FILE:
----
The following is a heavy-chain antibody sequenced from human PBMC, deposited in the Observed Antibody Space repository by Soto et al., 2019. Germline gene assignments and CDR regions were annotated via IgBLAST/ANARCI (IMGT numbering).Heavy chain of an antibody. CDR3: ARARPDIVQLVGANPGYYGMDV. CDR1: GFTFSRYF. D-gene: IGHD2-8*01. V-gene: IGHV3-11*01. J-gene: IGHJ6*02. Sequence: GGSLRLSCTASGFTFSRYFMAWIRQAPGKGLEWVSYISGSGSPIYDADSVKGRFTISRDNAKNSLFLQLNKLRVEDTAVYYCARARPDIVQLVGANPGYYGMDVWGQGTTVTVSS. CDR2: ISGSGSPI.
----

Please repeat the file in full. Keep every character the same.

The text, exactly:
The following is a heavy-chain antibody sequenced from human PBMC, deposited in the Observed Antibody Space repository by Soto et al., 2019. Germline gene assignments and CDR regions were annotated via IgBLAST/ANARCI (IMGT numbering).Heavy chain of an antibody. CDR3: ARARPDIVQLVGANPGYYGMDV. CDR1: GFTFSRYF. D-gene: IGHD2-8*01. V-gene: IGHV3-11*01. J-gene: IGHJ6*02. Sequence: GGSLRLSCTASGFTFSRYFMAWIRQAPGKGLEWVSYISGSGSPIYDADSVKGRFTISRDNAKNSLFLQLNKLRVEDTAVYYCARARPDIVQLVGANPGYYGMDVWGQGTTVTVSS. CDR2: ISGSGSPI.